Last month, we dove into the government’s crackdown on telemedicine fraud across the country. Officials are seeing an alarming trend of marketing companies and call centers trying to take advantage of the shift toward telemedicine to farm patient information and use Medicare providers to unknowingly engage in illegal kickbacks and other fraudulent activities.
One of the main areas of concern for this type of fraud has been durable medical equipment (DME). This equipment includes medical necessities like wheelchairs, orthopedic braces, specialty beds, walkers, crutches, canes and the like. The telemedicine schemes surrounding them target Medicare providers such as DME companies and pharmacies. Orthotics (braces of all kinds) have been a particular area of focus for the investigators and prosecutors targeting these schemes. If you are a Medicare provider, what follows is a brief overview of how the fraud works to educate you so you don’t fall victim to it and find yourself under investigation.
Telemedicine fraudsters publish television, radio or online ads typically offering DME at no charge to the patient, and prompt the viewer to click on the banner ad or call a number on the screen. This action by the patient or consumer is sent to a call center which gathers insurance and other personal information. The patient is later contacted by phone and interviewed to determine if they qualify for the DME. If so, that information is forwarded to a telemedicine doctor who conducts an online exam which may not comply with the legal requirements to prescribe DME, but a prescription is nonetheless created.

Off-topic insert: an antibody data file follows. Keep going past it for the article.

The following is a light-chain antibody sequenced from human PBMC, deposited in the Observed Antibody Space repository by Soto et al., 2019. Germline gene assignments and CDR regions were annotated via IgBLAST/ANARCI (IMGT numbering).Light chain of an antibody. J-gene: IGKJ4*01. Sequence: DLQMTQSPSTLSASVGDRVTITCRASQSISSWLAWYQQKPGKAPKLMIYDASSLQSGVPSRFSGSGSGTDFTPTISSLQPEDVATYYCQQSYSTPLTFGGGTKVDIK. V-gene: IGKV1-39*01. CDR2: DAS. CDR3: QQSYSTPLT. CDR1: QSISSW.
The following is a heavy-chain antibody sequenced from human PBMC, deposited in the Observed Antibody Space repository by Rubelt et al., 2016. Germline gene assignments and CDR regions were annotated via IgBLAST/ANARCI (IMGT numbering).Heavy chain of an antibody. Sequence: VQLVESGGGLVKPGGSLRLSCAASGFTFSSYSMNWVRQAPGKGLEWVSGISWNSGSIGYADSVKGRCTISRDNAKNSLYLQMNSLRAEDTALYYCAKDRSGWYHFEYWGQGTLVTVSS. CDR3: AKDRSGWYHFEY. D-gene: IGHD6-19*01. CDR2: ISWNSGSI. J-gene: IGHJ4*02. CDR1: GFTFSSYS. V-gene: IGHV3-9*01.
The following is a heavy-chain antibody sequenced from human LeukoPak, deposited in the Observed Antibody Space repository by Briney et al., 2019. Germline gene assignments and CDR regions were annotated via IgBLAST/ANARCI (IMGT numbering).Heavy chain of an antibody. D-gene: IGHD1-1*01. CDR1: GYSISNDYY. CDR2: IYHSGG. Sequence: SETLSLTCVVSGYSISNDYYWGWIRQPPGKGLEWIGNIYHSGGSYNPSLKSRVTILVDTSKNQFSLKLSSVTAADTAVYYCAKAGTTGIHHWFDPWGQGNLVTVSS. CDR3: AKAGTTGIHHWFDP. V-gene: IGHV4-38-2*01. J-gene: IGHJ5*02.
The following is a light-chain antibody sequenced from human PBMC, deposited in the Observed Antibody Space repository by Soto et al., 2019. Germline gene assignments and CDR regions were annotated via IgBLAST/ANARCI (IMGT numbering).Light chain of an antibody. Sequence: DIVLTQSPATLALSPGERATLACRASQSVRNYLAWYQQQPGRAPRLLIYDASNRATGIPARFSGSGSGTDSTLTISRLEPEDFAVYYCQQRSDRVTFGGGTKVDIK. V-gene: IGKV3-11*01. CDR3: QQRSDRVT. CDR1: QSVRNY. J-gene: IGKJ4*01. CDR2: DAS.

Once this process is complete a copy of the prescription and the patient records demonstrating the medical necessity for the DME is sent back to the call center, which routes it to the manufacturer or distributor of the equipment who ships it to the patient and to the Medicare provider who bills Medicare for the product.
While this process can be beneficial for those who truly require the DME and aren’t able to leave their home, there are many who just don’t need it. The fraud comes in when there is no medical necessity for the equipment and the call centers and marketers are merely being paid for obtaining the prescription itself.
Many well meaning medical providers participate in this process without knowing that they are being taken advantage of or that they are part of a link in the commission of a crime. They are contacted by marketers offering participation in a program which will increase their orders for DME and increase their gross revenue. If you receive such a communication, contact a health care lawyer immediately to assist you before making a decision to participate! Criminal prosecutions of health care providers such as durable medical equipment companies and pharmacists find themselves caught up in this net of deception and are subjected to prosecutions which can ruin their careers and result in prison sentences and the loss of their professional licenses.
Contact Barry M. Wax, Attorney at Law and get the legal advice you need before you find yourself on the wrong side of a criminal prosecution.
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